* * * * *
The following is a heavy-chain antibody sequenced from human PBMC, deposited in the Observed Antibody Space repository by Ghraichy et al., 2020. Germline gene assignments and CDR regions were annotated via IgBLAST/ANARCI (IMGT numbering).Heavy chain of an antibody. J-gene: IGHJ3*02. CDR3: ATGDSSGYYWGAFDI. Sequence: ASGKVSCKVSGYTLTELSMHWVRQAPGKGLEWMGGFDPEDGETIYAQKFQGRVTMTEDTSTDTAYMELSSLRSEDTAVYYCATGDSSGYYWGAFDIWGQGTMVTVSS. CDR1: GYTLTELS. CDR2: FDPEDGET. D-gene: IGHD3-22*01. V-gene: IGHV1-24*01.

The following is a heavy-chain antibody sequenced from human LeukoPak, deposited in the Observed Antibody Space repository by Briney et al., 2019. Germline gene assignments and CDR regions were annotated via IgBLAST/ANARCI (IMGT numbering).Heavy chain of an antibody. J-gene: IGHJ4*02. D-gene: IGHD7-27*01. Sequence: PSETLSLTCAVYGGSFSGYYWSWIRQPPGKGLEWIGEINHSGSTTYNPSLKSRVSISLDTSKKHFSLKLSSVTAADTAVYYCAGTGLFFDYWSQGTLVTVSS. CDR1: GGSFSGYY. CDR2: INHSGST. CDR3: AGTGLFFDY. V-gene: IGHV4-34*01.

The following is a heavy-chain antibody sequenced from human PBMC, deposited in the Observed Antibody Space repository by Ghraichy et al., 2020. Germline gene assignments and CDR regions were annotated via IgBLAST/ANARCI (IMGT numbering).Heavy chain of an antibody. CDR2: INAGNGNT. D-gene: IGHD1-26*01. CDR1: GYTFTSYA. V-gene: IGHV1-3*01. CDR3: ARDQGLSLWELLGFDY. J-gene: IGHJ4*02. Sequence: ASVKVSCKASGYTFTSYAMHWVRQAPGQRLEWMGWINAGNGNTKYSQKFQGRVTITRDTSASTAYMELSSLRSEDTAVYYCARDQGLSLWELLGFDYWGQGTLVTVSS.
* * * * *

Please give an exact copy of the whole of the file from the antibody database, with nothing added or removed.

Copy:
The following is a heavy-chain antibody sequenced from human PBMC, deposited in the Observed Antibody Space repository by Ghraichy et al., 2020. Germline gene assignments and CDR regions were annotated via IgBLAST/ANARCI (IMGT numbering).Heavy chain of an antibody. J-gene: IGHJ3*02. CDR3: ATGDSSGYYWGAFDI. Sequence: ASGKVSCKVSGYTLTELSMHWVRQAPGKGLEWMGGFDPEDGETIYAQKFQGRVTMTEDTSTDTAYMELSSLRSEDTAVYYCATGDSSGYYWGAFDIWGQGTMVTVSS. CDR1: GYTLTELS. CDR2: FDPEDGET. D-gene: IGHD3-22*01. V-gene: IGHV1-24*01.

The following is a heavy-chain antibody sequenced from human LeukoPak, deposited in the Observed Antibody Space repository by Briney et al., 2019. Germline gene assignments and CDR regions were annotated via IgBLAST/ANARCI (IMGT numbering).Heavy chain of an antibody. J-gene: IGHJ4*02. D-gene: IGHD7-27*01. Sequence: PSETLSLTCAVYGGSFSGYYWSWIRQPPGKGLEWIGEINHSGSTTYNPSLKSRVSISLDTSKKHFSLKLSSVTAADTAVYYCAGTGLFFDYWSQGTLVTVSS. CDR1: GGSFSGYY. CDR2: INHSGST. CDR3: AGTGLFFDY. V-gene: IGHV4-34*01.

The following is a heavy-chain antibody sequenced from human PBMC, deposited in the Observed Antibody Space repository by Ghraichy et al., 2020. Germline gene assignments and CDR regions were annotated via IgBLAST/ANARCI (IMGT numbering).Heavy chain of an antibody. CDR2: INAGNGNT. D-gene: IGHD1-26*01. CDR1: GYTFTSYA. V-gene: IGHV1-3*01. CDR3: ARDQGLSLWELLGFDY. J-gene: IGHJ4*02. Sequence: ASVKVSCKASGYTFTSYAMHWVRQAPGQRLEWMGWINAGNGNTKYSQKFQGRVTITRDTSASTAYMELSSLRSEDTAVYYCARDQGLSLWELLGFDYWGQGTLVTVSS.